This comes on the back of evidence pointing to the fact that only 0.46 per cent of NHS Scotland expenditure is spent on child and adolescent mental health.2

The SCSC has highlighted that if Health Boards increase expenditure on CAMHS this will not only cut waiting times, ensuring the early diagnosis and treatment of those children and young people with mental health problems, but also address social and economic costs of failing to address these.

These costs are well-established. This is because those affected are more likely, for example, to be unemployed, homeless, get caught up in the criminal justice system, or are in extremely costly long-term care. In many cases this can be prevented through early intervention.

A spokesperson for the SCSC, said:

“We know that half of all diagnosable mental health problems start before the age of 14 and 75% by the age of 21. As such it is vitally important that we look at preventing such problems arising in the first place and intervene early to ensure that these young people are able to realise their full potential. Our ultimate aim is that those children and young people requiring it get the help they need, when they need it.

“Many children are identified as having poor mental health and Scotland has some catching up to do in terms of ensuring that child and adolescent mental health is viewed in the same way as physical health.

As a coalition we are delighted that the previous Scottish Government has committed an additional £150m in mental health services over the next five years, and that this is to be partly used to bring down child and adolescent mental health waiting times.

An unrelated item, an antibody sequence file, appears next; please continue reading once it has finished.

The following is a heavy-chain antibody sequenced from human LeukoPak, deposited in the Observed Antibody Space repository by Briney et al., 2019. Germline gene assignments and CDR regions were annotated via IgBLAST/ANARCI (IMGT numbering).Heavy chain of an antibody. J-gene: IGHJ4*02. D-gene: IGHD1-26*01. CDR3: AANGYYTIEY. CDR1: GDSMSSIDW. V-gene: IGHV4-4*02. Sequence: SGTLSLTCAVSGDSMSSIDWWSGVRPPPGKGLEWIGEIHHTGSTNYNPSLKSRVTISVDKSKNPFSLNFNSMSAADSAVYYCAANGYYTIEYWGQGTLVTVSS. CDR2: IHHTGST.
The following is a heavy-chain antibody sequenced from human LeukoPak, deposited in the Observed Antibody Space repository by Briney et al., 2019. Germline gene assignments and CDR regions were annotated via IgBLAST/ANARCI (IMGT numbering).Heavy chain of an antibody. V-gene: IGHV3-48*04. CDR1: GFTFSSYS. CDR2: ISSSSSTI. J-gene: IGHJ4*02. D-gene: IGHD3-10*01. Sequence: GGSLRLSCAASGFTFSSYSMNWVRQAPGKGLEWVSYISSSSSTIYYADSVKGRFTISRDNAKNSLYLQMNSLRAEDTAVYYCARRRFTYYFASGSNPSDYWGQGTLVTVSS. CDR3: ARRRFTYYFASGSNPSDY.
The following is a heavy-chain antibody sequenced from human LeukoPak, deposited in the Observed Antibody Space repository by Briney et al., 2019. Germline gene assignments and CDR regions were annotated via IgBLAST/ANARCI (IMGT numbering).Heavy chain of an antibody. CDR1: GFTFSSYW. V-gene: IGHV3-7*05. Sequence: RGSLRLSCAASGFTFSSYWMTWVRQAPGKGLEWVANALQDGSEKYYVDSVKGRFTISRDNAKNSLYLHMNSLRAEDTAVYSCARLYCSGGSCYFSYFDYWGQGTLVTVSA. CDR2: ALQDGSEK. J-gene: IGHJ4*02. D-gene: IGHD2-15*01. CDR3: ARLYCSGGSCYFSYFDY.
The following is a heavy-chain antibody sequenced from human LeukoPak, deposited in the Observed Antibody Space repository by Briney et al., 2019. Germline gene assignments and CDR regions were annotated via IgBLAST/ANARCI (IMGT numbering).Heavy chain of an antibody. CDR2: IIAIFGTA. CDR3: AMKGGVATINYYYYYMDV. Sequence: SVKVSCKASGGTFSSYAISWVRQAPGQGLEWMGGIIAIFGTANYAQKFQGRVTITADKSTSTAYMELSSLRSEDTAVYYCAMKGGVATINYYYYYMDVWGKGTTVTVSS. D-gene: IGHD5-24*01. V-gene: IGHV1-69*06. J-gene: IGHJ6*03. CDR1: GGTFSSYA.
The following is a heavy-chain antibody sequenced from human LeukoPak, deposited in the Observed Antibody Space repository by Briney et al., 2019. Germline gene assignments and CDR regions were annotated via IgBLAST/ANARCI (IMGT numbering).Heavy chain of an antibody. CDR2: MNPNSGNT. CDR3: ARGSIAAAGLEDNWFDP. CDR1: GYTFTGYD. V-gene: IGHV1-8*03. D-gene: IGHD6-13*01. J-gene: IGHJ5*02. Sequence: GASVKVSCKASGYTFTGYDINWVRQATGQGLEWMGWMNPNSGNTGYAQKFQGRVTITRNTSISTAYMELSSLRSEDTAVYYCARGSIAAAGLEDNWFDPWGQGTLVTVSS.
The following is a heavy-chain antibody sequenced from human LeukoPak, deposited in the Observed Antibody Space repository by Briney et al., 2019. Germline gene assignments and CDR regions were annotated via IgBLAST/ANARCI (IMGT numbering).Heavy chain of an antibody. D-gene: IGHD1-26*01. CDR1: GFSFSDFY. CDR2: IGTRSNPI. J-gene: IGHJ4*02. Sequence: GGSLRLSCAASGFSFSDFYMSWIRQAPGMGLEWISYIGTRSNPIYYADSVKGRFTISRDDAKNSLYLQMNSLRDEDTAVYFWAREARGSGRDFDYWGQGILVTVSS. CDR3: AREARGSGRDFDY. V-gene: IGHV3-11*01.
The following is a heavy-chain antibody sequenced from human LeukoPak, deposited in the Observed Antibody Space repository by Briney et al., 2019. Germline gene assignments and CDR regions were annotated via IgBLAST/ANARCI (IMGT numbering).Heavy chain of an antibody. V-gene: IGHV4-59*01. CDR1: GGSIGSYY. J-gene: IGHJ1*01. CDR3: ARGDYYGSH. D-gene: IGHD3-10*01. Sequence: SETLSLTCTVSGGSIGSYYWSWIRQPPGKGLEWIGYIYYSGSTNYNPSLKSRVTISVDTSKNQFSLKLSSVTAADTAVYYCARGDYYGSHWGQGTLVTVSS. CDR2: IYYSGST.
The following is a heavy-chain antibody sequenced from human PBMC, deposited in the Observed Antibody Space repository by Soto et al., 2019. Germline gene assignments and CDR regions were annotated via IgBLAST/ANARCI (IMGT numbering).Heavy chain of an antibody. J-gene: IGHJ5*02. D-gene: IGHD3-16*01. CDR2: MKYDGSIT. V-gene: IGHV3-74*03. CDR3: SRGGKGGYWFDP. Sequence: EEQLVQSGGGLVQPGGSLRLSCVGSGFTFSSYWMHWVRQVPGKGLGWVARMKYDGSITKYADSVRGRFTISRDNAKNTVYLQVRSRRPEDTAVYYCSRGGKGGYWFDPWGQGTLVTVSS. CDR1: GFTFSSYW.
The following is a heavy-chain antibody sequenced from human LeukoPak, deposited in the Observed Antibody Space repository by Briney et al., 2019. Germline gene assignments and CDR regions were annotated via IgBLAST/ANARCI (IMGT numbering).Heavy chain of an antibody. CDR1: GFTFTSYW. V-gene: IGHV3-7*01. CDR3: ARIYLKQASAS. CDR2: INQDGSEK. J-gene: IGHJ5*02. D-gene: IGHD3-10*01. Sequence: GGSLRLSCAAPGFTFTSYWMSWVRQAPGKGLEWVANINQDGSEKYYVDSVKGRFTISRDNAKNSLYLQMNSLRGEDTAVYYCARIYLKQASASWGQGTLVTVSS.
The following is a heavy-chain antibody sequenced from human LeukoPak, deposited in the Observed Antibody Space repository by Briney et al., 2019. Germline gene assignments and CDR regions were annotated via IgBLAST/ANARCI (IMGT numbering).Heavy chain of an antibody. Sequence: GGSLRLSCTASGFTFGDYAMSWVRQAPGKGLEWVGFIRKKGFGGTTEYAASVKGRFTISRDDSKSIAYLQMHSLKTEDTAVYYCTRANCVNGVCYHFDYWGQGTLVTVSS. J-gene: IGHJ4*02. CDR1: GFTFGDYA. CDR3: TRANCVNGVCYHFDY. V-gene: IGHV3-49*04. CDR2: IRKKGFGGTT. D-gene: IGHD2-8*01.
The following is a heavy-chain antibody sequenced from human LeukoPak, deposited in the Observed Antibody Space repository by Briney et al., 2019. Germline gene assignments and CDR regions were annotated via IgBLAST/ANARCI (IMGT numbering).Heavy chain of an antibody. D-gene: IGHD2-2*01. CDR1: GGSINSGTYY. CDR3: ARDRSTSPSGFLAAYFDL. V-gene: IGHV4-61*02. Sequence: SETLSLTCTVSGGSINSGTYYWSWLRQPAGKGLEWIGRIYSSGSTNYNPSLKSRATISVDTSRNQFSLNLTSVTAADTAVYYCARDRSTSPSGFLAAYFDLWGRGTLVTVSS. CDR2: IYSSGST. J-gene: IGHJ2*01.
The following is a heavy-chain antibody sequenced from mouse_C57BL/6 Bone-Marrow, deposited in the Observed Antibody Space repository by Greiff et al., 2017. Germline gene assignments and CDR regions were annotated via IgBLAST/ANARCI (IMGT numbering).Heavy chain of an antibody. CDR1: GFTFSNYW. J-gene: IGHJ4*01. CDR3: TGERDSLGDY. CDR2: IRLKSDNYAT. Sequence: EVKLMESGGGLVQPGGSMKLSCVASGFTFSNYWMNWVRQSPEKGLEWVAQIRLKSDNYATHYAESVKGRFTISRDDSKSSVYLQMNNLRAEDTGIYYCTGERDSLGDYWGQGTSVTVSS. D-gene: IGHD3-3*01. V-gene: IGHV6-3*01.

“We would however urge the new Scottish Government and Mental Health Minister to act quickly and increase investment from the current figure of less than 0.5 per cent of the NHS budget, and put in place Action Plans for those Health Boards failing to meet waiting time targets. This will ensure that those requiring it are given the support they need, so that those children and young people requiring these services do not miss out.

“Families usually experience months of waiting even before a referral to CAMHS. The consequent delay in diagnosis and appropriate support can lead to a crisis situation for the child or young person concerned, as well as for their family, and the need for costly extra resources to address this.”

1 NHS Information Services Division, Child and Adolescent Mental Health Services Waiting Times in Scotland, 7th June 2016. Available at: https://isdscotland.scot.nhs.uk/Health-Topics/Waiting-Times/Publications/2016-06-07/2016-06-07-CAMHS-Report.pdf (Accessed 7th June 2016).

2 ISD Scotland, Child and Adolescent mental health expenditure 2014-15, Scottish Health Service Costs, Report R300, R04LSX and SFR 8.3. 

ENDS

 

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About the Author

The SCSC is a collection of leading independent and third sector service providers. Members deliver specialist care and education services for children and young people with complex needs and care experience.